Catonsville’s Better World Imaginarium raising money this weekend to benefit the Children’s House at Johns Hopkins

Lisa Swayhoover in her Catonsville toy store, "Better World Imaginarium"
Lisa Swayhoover in her Catonsville toy store, "Better World Imaginarium" (Cody Boteler / Baltimore Sun Media Group)

Better World Imaginarium, a toy and bookstore on Frederick Road in Catonsville, is raising proceeds this weekend for Neighborhood Toy Store Day to benefit the Believe in Tomorrow Children’s House at Johns Hopkins.

Starting Friday and running through Sunday, the toy store will donate 10% of its net profits to the nonprofit, whose headquarters are based in Catonsville’s Paradise neighborhood.


The Children’s House, a 15-room lodge that provides housing for the families of critically ill pediatric patients being treated at Johns Hopkins Hospital, opened in 1993, funded by contributions from the Believe in Tomorrow Foundation.

The nonprofit offers hospital housing in Baltimore and respite housing, a free program that offers getaway accommodations to families of terminally ill children across the country, and not just those being treated by Johns Hopkins doctors, said Tiffany Crofkey, director of family services for the Children’s House at the Believe in Tomorrow Foundation.


Ninety-five percent of donated funds go directly back into the program, Crofkey said. That money is used to buy appliances, toiletries and food for lodged families, among other things, she said.

Since March, the Children’s House hospital program is sheltering seven to eight patients and their families due to coronavirus concerns, Crofkey said. Most of those children are critical trauma patients.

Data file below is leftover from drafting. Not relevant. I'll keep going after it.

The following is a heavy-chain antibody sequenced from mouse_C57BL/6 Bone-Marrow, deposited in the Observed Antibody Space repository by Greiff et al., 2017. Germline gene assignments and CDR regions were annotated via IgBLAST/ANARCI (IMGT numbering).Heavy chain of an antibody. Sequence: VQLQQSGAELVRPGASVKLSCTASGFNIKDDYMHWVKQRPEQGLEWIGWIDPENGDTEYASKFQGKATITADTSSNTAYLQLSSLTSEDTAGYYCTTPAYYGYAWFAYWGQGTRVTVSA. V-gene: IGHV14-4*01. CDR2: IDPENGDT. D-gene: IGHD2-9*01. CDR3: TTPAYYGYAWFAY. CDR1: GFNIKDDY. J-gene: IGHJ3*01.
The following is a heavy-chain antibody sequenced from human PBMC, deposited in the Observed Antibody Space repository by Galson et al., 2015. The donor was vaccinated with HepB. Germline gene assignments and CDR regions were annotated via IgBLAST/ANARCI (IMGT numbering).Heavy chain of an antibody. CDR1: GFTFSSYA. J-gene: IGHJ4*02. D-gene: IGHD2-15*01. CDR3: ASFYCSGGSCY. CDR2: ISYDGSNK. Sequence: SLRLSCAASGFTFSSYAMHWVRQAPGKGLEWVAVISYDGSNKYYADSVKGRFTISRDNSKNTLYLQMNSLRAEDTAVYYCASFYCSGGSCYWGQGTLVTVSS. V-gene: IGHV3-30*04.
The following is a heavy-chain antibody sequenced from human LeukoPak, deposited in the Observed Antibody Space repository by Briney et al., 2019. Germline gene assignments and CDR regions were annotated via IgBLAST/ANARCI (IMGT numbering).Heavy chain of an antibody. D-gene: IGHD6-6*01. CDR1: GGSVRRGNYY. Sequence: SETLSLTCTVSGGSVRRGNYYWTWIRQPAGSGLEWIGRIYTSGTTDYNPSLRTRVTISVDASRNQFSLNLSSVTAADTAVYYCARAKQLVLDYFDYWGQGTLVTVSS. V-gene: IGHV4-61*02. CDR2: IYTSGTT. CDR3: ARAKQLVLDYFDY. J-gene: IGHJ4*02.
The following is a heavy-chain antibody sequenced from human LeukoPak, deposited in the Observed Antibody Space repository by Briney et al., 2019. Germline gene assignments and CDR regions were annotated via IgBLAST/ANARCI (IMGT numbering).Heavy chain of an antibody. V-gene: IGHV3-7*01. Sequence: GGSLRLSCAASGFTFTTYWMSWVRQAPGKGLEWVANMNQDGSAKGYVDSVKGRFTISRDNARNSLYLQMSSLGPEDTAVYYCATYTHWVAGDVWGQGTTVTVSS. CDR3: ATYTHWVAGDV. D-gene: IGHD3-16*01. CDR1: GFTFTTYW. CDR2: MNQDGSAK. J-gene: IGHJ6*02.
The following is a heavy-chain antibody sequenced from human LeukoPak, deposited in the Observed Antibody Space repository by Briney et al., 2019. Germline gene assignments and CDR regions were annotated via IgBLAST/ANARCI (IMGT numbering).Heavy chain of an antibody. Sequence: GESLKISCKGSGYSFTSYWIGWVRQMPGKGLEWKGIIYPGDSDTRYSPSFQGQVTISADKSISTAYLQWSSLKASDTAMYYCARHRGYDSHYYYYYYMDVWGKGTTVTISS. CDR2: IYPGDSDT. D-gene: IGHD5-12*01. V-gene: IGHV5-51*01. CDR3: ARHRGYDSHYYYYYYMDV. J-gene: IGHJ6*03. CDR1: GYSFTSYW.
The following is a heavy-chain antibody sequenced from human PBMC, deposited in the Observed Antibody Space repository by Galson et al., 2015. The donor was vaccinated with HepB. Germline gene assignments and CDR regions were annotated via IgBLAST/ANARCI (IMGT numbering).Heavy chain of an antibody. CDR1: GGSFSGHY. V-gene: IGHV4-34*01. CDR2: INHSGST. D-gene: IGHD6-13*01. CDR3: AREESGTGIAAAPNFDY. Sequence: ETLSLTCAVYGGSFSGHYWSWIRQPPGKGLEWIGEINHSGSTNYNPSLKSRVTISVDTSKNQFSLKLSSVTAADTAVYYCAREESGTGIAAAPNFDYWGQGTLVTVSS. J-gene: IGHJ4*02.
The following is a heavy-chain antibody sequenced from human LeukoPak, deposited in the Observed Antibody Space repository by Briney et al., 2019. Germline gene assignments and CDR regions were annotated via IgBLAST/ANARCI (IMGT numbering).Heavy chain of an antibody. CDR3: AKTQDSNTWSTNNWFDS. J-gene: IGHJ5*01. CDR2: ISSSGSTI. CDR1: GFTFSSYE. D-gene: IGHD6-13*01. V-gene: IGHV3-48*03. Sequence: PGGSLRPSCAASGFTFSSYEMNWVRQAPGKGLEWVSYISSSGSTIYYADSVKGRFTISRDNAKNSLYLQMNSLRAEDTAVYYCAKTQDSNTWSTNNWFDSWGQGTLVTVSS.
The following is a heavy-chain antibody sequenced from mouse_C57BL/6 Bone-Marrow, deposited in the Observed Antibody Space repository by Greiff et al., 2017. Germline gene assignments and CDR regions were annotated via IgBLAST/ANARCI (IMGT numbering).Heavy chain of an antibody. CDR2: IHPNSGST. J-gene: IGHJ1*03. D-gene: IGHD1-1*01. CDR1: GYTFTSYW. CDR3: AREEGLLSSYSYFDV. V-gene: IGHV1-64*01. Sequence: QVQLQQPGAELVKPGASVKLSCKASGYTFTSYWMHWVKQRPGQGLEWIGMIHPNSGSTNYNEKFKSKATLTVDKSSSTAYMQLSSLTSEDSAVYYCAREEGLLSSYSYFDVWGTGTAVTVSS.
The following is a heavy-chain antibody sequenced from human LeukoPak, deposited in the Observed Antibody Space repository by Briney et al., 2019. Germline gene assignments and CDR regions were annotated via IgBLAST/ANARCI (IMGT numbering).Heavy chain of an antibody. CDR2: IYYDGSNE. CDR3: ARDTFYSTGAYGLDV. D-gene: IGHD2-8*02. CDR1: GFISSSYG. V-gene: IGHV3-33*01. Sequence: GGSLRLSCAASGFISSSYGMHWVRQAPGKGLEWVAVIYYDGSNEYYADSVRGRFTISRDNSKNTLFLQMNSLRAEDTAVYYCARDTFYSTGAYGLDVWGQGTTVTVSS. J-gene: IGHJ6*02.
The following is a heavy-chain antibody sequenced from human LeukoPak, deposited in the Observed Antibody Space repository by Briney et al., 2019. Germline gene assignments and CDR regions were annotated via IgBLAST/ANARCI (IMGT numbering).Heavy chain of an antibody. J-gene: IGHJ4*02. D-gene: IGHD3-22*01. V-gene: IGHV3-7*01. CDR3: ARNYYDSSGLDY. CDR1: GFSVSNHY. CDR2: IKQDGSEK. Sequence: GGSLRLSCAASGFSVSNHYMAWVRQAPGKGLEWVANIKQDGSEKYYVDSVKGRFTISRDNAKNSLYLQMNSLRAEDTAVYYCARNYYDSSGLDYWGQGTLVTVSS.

For Lisa Swayhoover, who opened Better World Imaginarium in the summer of 2019, raising money for local philanthropic groups is part of her mission.

Swayhoover, who has a Ph.D. in international education policy, had Better World designated as a Benefit LLC, a state designation for for-profit businesses signaling their intention to provide a public benefit and to operate in a sustainable manner.

The designation doesn’t come with material benefits or tax breaks for designees.

"It’s just me making a statement that this is what I’m about,” Swayhoover said. “My mission is to be a part of the community and give money back to the community.”

And using Neighborhood Toy Store Day — a national campaign by the American Specialty Toy Retailing Association meant to boost sales at local, independently owned toy shops before Black Friday sales push consumers toward big box stores — fits in with that vision, Swayhoover said.

Swayhoover is also guided by the idea “that you could learn about kids in other countries by seeing what they play with."

The toys one might find in Better World would be difficult to find in a big box store. Swayhoover carries books that feature a diverse range of characters and settings, arts and crafts, toys geared toward teaching kids about science, technology, engineering and mathematics, and jigsaw puzzles for kids and adults alike.

Swayhoover said that while the community has been extremely supportive of her business during the pandemic, sales are still down. She’s trying to build up her online presence while she shifts to e-commerce.

Better World Imaginarium also does local delivery, and proceeds from those sales, too, will be donated to the Children’s House this weekend. For those who aren’t comfortable shopping around others, they can call the store to make a private appointment.

Better World Imaginarium’s holiday hours are 10 am. to 7 p.m. Fridays and Saturdays, and 11 a.m. to 5 p.m. Sundays. The store is open from 10 a.m. to 6 p.m. on Mondays, Tuesdays and Thursdays, and until 4 p.m. Wednesdays.

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